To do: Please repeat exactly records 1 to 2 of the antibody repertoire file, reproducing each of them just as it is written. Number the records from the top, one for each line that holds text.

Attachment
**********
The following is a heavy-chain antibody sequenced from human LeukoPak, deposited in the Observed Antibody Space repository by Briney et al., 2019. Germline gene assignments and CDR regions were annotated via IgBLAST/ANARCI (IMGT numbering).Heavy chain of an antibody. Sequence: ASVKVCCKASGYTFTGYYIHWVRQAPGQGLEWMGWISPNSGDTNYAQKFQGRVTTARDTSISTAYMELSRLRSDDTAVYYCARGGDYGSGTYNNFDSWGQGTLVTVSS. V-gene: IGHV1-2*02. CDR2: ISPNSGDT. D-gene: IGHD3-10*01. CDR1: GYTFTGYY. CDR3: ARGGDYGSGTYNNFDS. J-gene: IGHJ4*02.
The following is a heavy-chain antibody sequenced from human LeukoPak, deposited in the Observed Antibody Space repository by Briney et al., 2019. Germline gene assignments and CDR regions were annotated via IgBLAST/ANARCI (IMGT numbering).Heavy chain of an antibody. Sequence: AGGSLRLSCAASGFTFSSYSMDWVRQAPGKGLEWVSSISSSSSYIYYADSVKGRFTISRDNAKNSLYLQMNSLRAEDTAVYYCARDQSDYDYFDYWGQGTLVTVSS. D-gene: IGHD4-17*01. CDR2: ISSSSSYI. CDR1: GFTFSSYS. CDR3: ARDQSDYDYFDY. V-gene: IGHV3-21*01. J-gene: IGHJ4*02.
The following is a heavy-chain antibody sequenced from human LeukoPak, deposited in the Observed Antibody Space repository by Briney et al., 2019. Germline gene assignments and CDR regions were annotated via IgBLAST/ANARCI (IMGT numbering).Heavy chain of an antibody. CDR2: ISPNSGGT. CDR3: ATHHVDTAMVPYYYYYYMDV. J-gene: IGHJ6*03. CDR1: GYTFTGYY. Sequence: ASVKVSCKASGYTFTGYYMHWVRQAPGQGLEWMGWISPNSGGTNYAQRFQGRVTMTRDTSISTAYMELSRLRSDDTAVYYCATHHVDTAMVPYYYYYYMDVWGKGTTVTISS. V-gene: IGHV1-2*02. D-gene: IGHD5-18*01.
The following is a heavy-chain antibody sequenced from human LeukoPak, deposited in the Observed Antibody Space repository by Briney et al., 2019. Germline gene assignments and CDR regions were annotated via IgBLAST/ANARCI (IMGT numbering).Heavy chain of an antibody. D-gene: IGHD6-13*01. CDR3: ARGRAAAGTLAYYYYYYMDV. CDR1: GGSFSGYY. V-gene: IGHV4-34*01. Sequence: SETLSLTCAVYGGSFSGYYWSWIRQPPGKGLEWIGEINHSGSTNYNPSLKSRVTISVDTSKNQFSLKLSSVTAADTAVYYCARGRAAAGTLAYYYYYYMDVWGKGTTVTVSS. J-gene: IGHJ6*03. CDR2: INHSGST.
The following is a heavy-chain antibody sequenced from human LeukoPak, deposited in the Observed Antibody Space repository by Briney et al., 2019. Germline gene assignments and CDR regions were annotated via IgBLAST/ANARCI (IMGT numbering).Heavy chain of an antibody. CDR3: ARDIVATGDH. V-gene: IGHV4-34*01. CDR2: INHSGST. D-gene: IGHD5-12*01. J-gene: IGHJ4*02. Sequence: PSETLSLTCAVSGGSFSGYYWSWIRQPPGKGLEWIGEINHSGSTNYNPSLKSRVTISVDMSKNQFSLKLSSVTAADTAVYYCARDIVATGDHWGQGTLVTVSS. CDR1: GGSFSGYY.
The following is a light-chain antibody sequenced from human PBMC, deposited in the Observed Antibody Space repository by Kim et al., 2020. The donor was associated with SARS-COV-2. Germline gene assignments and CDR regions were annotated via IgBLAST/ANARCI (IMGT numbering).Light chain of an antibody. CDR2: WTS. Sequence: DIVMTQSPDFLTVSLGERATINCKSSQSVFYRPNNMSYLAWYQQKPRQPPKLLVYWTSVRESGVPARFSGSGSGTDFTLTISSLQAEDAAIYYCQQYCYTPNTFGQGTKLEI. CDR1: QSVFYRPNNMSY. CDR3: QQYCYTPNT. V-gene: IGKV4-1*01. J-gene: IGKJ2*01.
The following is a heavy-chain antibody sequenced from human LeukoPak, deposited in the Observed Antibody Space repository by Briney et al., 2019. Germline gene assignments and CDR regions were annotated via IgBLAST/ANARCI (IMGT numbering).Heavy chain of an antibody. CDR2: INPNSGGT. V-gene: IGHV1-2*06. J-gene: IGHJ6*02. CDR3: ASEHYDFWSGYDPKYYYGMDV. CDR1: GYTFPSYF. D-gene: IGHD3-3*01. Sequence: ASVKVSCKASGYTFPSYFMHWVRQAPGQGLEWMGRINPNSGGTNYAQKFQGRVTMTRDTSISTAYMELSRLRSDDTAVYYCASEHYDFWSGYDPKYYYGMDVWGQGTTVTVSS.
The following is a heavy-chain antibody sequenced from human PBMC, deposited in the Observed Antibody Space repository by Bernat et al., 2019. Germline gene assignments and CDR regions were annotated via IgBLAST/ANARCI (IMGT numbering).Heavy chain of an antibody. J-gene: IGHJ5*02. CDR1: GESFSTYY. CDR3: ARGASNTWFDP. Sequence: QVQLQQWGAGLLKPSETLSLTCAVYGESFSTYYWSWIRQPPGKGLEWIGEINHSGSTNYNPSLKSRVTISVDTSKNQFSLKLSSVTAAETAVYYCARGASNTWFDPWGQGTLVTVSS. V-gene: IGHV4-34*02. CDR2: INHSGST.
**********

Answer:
The following is a heavy-chain antibody sequenced from human LeukoPak, deposited in the Observed Antibody Space repository by Briney et al., 2019. Germline gene assignments and CDR regions were annotated via IgBLAST/ANARCI (IMGT numbering).Heavy chain of an antibody. Sequence: ASVKVCCKASGYTFTGYYIHWVRQAPGQGLEWMGWISPNSGDTNYAQKFQGRVTTARDTSISTAYMELSRLRSDDTAVYYCARGGDYGSGTYNNFDSWGQGTLVTVSS. V-gene: IGHV1-2*02. CDR2: ISPNSGDT. D-gene: IGHD3-10*01. CDR1: GYTFTGYY. CDR3: ARGGDYGSGTYNNFDS. J-gene: IGHJ4*02.
The following is a heavy-chain antibody sequenced from human LeukoPak, deposited in the Observed Antibody Space repository by Briney et al., 2019. Germline gene assignments and CDR regions were annotated via IgBLAST/ANARCI (IMGT numbering).Heavy chain of an antibody. Sequence: AGGSLRLSCAASGFTFSSYSMDWVRQAPGKGLEWVSSISSSSSYIYYADSVKGRFTISRDNAKNSLYLQMNSLRAEDTAVYYCARDQSDYDYFDYWGQGTLVTVSS. D-gene: IGHD4-17*01. CDR2: ISSSSSYI. CDR1: GFTFSSYS. CDR3: ARDQSDYDYFDY. V-gene: IGHV3-21*01. J-gene: IGHJ4*02.